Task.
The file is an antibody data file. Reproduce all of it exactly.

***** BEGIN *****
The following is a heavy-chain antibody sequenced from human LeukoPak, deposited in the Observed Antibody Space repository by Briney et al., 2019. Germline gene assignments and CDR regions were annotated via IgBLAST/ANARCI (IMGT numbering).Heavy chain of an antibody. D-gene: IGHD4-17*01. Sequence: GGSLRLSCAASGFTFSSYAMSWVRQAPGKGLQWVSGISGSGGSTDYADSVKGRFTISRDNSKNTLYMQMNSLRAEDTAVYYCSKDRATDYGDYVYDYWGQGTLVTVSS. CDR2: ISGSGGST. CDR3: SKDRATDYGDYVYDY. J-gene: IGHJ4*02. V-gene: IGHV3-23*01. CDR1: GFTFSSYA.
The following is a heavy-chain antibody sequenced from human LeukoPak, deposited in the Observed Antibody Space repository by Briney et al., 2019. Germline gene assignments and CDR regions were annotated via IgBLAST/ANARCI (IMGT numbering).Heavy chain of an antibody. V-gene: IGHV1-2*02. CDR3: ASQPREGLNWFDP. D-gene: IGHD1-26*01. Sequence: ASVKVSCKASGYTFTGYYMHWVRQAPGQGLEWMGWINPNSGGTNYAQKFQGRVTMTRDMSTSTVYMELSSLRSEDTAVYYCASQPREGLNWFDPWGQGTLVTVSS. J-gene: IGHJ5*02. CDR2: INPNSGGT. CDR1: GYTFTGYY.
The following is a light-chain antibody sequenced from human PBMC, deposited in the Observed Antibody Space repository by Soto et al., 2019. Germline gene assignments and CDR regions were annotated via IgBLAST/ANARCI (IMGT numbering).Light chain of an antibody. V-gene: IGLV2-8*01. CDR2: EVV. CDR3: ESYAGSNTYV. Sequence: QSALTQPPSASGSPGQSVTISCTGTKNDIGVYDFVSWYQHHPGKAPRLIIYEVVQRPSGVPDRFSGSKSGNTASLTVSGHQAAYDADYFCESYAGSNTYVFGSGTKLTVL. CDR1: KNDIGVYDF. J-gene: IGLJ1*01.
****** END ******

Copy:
The following is a heavy-chain antibody sequenced from human LeukoPak, deposited in the Observed Antibody Space repository by Briney et al., 2019. Germline gene assignments and CDR regions were annotated via IgBLAST/ANARCI (IMGT numbering).Heavy chain of an antibody. D-gene: IGHD4-17*01. Sequence: GGSLRLSCAASGFTFSSYAMSWVRQAPGKGLQWVSGISGSGGSTDYADSVKGRFTISRDNSKNTLYMQMNSLRAEDTAVYYCSKDRATDYGDYVYDYWGQGTLVTVSS. CDR2: ISGSGGST. CDR3: SKDRATDYGDYVYDY. J-gene: IGHJ4*02. V-gene: IGHV3-23*01. CDR1: GFTFSSYA.
The following is a heavy-chain antibody sequenced from human LeukoPak, deposited in the Observed Antibody Space repository by Briney et al., 2019. Germline gene assignments and CDR regions were annotated via IgBLAST/ANARCI (IMGT numbering).Heavy chain of an antibody. V-gene: IGHV1-2*02. CDR3: ASQPREGLNWFDP. D-gene: IGHD1-26*01. Sequence: ASVKVSCKASGYTFTGYYMHWVRQAPGQGLEWMGWINPNSGGTNYAQKFQGRVTMTRDMSTSTVYMELSSLRSEDTAVYYCASQPREGLNWFDPWGQGTLVTVSS. J-gene: IGHJ5*02. CDR2: INPNSGGT. CDR1: GYTFTGYY.
The following is a light-chain antibody sequenced from human PBMC, deposited in the Observed Antibody Space repository by Soto et al., 2019. Germline gene assignments and CDR regions were annotated via IgBLAST/ANARCI (IMGT numbering).Light chain of an antibody. V-gene: IGLV2-8*01. CDR2: EVV. CDR3: ESYAGSNTYV. Sequence: QSALTQPPSASGSPGQSVTISCTGTKNDIGVYDFVSWYQHHPGKAPRLIIYEVVQRPSGVPDRFSGSKSGNTASLTVSGHQAAYDADYFCESYAGSNTYVFGSGTKLTVL. CDR1: KNDIGVYDF. J-gene: IGLJ1*01.